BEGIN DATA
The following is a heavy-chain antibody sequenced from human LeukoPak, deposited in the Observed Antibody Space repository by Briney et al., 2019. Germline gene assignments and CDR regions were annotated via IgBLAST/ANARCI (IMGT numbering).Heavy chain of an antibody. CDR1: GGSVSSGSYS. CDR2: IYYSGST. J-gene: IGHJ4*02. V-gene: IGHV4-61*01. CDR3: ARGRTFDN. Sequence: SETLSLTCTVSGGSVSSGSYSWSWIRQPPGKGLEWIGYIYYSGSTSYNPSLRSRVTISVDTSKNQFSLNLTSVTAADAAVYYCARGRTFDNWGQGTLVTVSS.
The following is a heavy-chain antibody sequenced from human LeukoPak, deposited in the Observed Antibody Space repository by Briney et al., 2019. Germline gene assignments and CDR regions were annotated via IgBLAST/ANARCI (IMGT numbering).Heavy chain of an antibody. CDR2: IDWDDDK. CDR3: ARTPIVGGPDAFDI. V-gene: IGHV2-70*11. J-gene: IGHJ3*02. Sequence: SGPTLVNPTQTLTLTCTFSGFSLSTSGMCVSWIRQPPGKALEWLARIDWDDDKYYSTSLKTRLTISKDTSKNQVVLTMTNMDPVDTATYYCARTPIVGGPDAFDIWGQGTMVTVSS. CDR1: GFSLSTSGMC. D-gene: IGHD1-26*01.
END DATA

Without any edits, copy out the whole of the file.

The following is a heavy-chain antibody sequenced from human LeukoPak, deposited in the Observed Antibody Space repository by Briney et al., 2019. Germline gene assignments and CDR regions were annotated via IgBLAST/ANARCI (IMGT numbering).Heavy chain of an antibody. CDR1: GGSVSSGSYS. CDR2: IYYSGST. J-gene: IGHJ4*02. V-gene: IGHV4-61*01. CDR3: ARGRTFDN. Sequence: SETLSLTCTVSGGSVSSGSYSWSWIRQPPGKGLEWIGYIYYSGSTSYNPSLRSRVTISVDTSKNQFSLNLTSVTAADAAVYYCARGRTFDNWGQGTLVTVSS.
The following is a heavy-chain antibody sequenced from human LeukoPak, deposited in the Observed Antibody Space repository by Briney et al., 2019. Germline gene assignments and CDR regions were annotated via IgBLAST/ANARCI (IMGT numbering).Heavy chain of an antibody. CDR2: IDWDDDK. CDR3: ARTPIVGGPDAFDI. V-gene: IGHV2-70*11. J-gene: IGHJ3*02. Sequence: SGPTLVNPTQTLTLTCTFSGFSLSTSGMCVSWIRQPPGKALEWLARIDWDDDKYYSTSLKTRLTISKDTSKNQVVLTMTNMDPVDTATYYCARTPIVGGPDAFDIWGQGTMVTVSS. CDR1: GFSLSTSGMC. D-gene: IGHD1-26*01.